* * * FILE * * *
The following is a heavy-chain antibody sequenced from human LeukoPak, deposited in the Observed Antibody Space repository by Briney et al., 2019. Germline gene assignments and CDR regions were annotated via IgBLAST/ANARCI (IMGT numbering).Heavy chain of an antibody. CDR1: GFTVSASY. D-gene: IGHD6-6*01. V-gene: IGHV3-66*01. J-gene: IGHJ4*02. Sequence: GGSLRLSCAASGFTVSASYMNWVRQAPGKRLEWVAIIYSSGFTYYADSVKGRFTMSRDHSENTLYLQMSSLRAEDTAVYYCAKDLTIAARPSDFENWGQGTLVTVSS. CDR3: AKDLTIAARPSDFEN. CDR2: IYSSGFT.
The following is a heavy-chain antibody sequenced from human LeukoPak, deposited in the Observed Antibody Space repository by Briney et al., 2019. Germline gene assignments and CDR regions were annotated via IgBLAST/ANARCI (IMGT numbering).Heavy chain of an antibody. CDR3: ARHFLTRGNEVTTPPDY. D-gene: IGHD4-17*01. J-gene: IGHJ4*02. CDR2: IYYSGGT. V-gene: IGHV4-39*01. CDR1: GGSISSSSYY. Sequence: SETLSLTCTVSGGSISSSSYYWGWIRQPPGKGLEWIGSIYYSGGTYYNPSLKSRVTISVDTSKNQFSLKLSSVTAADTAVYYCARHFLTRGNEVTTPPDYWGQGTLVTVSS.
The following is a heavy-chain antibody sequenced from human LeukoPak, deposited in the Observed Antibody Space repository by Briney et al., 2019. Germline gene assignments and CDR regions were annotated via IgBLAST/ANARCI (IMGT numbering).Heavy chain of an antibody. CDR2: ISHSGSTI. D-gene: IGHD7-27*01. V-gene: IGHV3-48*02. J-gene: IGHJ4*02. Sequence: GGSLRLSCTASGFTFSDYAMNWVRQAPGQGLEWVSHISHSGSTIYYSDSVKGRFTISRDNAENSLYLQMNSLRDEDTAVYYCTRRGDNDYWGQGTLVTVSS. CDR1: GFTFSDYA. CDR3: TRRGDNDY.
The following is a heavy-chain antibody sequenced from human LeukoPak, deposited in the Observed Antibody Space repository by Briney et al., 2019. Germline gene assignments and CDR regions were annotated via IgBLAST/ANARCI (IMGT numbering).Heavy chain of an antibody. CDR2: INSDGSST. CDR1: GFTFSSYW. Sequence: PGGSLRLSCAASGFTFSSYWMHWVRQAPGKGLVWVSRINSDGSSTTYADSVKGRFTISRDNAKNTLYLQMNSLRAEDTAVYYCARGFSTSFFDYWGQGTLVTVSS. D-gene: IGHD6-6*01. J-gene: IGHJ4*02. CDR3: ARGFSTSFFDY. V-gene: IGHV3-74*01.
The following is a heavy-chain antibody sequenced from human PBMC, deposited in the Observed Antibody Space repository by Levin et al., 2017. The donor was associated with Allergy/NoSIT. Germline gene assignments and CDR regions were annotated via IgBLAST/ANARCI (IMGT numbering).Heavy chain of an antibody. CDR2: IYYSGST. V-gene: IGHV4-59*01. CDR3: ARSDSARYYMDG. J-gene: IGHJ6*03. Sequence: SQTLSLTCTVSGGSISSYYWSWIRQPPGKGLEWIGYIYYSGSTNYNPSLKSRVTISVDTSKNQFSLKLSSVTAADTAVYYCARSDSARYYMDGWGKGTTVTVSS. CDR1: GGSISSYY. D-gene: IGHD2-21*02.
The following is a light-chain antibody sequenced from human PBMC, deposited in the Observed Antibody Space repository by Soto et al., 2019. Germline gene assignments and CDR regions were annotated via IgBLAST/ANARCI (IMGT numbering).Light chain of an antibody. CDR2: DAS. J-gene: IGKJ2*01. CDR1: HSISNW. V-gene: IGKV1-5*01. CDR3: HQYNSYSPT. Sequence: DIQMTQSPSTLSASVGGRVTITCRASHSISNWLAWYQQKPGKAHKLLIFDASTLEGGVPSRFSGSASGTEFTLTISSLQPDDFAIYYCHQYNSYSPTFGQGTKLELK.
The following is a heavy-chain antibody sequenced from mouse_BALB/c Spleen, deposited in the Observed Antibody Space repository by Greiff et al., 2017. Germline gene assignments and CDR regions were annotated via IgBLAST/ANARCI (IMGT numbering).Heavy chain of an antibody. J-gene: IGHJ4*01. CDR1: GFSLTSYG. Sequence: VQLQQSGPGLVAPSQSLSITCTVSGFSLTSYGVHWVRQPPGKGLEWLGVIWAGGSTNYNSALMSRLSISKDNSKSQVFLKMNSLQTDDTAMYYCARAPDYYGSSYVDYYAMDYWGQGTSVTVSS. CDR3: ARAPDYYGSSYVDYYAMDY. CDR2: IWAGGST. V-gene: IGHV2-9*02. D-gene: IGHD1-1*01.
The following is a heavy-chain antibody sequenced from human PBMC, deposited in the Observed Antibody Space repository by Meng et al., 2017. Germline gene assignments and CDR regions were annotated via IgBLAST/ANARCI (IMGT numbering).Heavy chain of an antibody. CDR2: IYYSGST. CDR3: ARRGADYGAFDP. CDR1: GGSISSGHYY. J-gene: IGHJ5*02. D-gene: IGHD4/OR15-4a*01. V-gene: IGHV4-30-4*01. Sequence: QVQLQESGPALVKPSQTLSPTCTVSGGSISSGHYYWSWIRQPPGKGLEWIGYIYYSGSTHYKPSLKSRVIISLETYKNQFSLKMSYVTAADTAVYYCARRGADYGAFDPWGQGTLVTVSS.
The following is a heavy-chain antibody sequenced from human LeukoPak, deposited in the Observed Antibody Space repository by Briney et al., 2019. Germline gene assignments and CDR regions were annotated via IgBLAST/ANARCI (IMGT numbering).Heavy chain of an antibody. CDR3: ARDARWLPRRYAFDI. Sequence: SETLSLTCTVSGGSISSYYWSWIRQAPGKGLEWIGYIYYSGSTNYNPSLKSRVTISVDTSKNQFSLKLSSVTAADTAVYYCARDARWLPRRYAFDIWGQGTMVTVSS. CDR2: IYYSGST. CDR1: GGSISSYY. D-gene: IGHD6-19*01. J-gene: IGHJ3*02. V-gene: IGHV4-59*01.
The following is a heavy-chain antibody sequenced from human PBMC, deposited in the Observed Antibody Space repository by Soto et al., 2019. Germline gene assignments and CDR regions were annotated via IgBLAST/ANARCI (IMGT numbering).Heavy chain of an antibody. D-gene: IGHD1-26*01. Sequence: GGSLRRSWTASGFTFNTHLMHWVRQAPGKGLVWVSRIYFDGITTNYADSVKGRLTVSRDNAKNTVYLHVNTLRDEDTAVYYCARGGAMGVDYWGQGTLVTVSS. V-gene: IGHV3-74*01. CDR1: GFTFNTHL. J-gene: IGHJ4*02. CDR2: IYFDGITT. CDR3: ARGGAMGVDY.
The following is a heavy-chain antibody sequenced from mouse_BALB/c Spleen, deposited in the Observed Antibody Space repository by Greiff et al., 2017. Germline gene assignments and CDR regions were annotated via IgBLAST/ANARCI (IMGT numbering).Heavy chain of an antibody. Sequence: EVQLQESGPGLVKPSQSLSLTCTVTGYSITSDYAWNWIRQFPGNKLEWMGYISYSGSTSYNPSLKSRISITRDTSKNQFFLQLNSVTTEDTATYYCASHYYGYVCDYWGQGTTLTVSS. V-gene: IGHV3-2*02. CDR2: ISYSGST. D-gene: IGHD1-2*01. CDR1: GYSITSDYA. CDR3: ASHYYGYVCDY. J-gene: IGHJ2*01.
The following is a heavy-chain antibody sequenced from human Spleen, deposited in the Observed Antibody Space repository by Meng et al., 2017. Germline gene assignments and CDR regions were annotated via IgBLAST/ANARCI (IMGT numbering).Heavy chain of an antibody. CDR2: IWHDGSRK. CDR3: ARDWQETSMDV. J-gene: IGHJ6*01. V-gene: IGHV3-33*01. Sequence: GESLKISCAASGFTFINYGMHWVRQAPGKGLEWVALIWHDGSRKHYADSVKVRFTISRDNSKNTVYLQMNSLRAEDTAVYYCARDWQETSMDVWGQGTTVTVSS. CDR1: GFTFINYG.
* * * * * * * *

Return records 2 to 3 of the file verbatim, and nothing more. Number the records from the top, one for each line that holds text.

The following is a heavy-chain antibody sequenced from human LeukoPak, deposited in the Observed Antibody Space repository by Briney et al., 2019. Germline gene assignments and CDR regions were annotated via IgBLAST/ANARCI (IMGT numbering).Heavy chain of an antibody. CDR3: ARHFLTRGNEVTTPPDY. D-gene: IGHD4-17*01. J-gene: IGHJ4*02. CDR2: IYYSGGT. V-gene: IGHV4-39*01. CDR1: GGSISSSSYY. Sequence: SETLSLTCTVSGGSISSSSYYWGWIRQPPGKGLEWIGSIYYSGGTYYNPSLKSRVTISVDTSKNQFSLKLSSVTAADTAVYYCARHFLTRGNEVTTPPDYWGQGTLVTVSS.
The following is a heavy-chain antibody sequenced from human LeukoPak, deposited in the Observed Antibody Space repository by Briney et al., 2019. Germline gene assignments and CDR regions were annotated via IgBLAST/ANARCI (IMGT numbering).Heavy chain of an antibody. CDR2: ISHSGSTI. D-gene: IGHD7-27*01. V-gene: IGHV3-48*02. J-gene: IGHJ4*02. Sequence: GGSLRLSCTASGFTFSDYAMNWVRQAPGQGLEWVSHISHSGSTIYYSDSVKGRFTISRDNAENSLYLQMNSLRDEDTAVYYCTRRGDNDYWGQGTLVTVSS. CDR1: GFTFSDYA. CDR3: TRRGDNDY.